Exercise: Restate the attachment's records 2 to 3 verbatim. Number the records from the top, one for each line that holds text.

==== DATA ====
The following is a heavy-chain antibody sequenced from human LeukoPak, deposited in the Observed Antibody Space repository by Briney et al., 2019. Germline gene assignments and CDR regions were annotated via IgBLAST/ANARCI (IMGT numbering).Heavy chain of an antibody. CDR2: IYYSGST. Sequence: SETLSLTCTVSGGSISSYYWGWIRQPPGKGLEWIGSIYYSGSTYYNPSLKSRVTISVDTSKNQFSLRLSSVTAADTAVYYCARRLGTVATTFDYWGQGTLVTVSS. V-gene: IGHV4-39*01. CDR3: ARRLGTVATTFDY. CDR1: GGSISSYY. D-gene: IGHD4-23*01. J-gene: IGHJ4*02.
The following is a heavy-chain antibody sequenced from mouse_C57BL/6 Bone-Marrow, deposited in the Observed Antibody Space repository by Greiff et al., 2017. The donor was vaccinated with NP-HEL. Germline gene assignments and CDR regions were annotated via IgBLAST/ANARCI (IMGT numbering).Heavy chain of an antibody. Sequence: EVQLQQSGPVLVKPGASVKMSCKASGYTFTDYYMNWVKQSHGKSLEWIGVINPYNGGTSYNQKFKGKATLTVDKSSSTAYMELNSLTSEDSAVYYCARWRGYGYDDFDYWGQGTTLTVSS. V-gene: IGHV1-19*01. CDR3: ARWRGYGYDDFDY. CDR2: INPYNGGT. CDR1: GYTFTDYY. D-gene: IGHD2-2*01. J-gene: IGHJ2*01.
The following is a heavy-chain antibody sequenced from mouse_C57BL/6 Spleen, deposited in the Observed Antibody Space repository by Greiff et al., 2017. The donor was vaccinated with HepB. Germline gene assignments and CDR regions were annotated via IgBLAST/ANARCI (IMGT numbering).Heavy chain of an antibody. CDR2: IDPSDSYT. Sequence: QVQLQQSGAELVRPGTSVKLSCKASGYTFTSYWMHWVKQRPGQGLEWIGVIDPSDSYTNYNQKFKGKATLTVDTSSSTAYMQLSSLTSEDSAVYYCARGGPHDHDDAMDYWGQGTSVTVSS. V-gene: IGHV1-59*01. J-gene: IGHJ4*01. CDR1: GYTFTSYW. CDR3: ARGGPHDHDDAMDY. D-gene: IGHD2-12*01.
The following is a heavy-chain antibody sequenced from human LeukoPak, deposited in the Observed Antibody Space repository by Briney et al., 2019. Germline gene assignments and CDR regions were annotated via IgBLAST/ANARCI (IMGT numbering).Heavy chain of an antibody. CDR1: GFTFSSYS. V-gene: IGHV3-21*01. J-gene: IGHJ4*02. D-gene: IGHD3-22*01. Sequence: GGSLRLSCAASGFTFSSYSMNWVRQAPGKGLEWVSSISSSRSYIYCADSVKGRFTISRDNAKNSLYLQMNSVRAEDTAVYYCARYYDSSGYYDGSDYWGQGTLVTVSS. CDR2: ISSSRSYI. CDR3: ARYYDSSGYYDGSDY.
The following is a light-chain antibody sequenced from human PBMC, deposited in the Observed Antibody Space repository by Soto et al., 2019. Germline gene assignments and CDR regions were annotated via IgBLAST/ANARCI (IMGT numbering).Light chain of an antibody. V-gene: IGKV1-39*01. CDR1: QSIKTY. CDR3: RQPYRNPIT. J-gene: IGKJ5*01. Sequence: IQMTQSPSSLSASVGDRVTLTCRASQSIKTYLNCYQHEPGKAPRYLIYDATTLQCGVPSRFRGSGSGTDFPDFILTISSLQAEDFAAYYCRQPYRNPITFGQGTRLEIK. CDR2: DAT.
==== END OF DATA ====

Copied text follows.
The following is a heavy-chain antibody sequenced from mouse_C57BL/6 Bone-Marrow, deposited in the Observed Antibody Space repository by Greiff et al., 2017. The donor was vaccinated with NP-HEL. Germline gene assignments and CDR regions were annotated via IgBLAST/ANARCI (IMGT numbering).Heavy chain of an antibody. Sequence: EVQLQQSGPVLVKPGASVKMSCKASGYTFTDYYMNWVKQSHGKSLEWIGVINPYNGGTSYNQKFKGKATLTVDKSSSTAYMELNSLTSEDSAVYYCARWRGYGYDDFDYWGQGTTLTVSS. V-gene: IGHV1-19*01. CDR3: ARWRGYGYDDFDY. CDR2: INPYNGGT. CDR1: GYTFTDYY. D-gene: IGHD2-2*01. J-gene: IGHJ2*01.
The following is a heavy-chain antibody sequenced from mouse_C57BL/6 Spleen, deposited in the Observed Antibody Space repository by Greiff et al., 2017. The donor was vaccinated with HepB. Germline gene assignments and CDR regions were annotated via IgBLAST/ANARCI (IMGT numbering).Heavy chain of an antibody. CDR2: IDPSDSYT. Sequence: QVQLQQSGAELVRPGTSVKLSCKASGYTFTSYWMHWVKQRPGQGLEWIGVIDPSDSYTNYNQKFKGKATLTVDTSSSTAYMQLSSLTSEDSAVYYCARGGPHDHDDAMDYWGQGTSVTVSS. V-gene: IGHV1-59*01. J-gene: IGHJ4*01. CDR1: GYTFTSYW. CDR3: ARGGPHDHDDAMDY. D-gene: IGHD2-12*01.